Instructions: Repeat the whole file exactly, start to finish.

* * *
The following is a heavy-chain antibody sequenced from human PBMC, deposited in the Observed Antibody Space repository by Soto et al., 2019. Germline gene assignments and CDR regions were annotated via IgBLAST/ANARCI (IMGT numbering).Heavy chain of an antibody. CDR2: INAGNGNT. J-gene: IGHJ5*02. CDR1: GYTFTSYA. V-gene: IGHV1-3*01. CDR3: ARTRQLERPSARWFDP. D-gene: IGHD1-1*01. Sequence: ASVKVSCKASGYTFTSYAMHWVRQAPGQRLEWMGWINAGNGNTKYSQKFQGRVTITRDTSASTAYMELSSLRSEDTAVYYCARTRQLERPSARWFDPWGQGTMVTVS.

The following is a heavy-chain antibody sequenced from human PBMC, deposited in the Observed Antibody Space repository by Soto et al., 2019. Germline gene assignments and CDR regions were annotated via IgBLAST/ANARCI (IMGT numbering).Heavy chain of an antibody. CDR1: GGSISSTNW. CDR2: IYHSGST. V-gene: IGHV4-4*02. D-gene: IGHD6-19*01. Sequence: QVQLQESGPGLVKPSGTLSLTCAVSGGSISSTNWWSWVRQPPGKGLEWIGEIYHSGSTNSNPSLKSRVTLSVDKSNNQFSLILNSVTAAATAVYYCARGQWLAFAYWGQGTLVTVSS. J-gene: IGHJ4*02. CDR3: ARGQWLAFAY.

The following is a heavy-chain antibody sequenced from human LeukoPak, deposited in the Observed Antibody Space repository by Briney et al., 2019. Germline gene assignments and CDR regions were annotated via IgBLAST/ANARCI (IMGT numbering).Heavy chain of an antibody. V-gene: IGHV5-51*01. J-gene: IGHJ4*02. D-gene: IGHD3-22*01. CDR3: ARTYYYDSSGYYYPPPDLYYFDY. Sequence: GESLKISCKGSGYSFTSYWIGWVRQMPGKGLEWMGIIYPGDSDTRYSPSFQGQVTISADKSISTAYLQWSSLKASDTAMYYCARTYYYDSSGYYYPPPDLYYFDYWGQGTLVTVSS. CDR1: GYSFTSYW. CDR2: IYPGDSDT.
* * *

The following is a heavy-chain antibody sequenced from human PBMC, deposited in the Observed Antibody Space repository by Soto et al., 2019. Germline gene assignments and CDR regions were annotated via IgBLAST/ANARCI (IMGT numbering).Heavy chain of an antibody. CDR2: INAGNGNT. J-gene: IGHJ5*02. CDR1: GYTFTSYA. V-gene: IGHV1-3*01. CDR3: ARTRQLERPSARWFDP. D-gene: IGHD1-1*01. Sequence: ASVKVSCKASGYTFTSYAMHWVRQAPGQRLEWMGWINAGNGNTKYSQKFQGRVTITRDTSASTAYMELSSLRSEDTAVYYCARTRQLERPSARWFDPWGQGTMVTVS.

The following is a heavy-chain antibody sequenced from human PBMC, deposited in the Observed Antibody Space repository by Soto et al., 2019. Germline gene assignments and CDR regions were annotated via IgBLAST/ANARCI (IMGT numbering).Heavy chain of an antibody. CDR1: GGSISSTNW. CDR2: IYHSGST. V-gene: IGHV4-4*02. D-gene: IGHD6-19*01. Sequence: QVQLQESGPGLVKPSGTLSLTCAVSGGSISSTNWWSWVRQPPGKGLEWIGEIYHSGSTNSNPSLKSRVTLSVDKSNNQFSLILNSVTAAATAVYYCARGQWLAFAYWGQGTLVTVSS. J-gene: IGHJ4*02. CDR3: ARGQWLAFAY.

The following is a heavy-chain antibody sequenced from human LeukoPak, deposited in the Observed Antibody Space repository by Briney et al., 2019. Germline gene assignments and CDR regions were annotated via IgBLAST/ANARCI (IMGT numbering).Heavy chain of an antibody. V-gene: IGHV5-51*01. J-gene: IGHJ4*02. D-gene: IGHD3-22*01. CDR3: ARTYYYDSSGYYYPPPDLYYFDY. Sequence: GESLKISCKGSGYSFTSYWIGWVRQMPGKGLEWMGIIYPGDSDTRYSPSFQGQVTISADKSISTAYLQWSSLKASDTAMYYCARTYYYDSSGYYYPPPDLYYFDYWGQGTLVTVSS. CDR1: GYSFTSYW. CDR2: IYPGDSDT.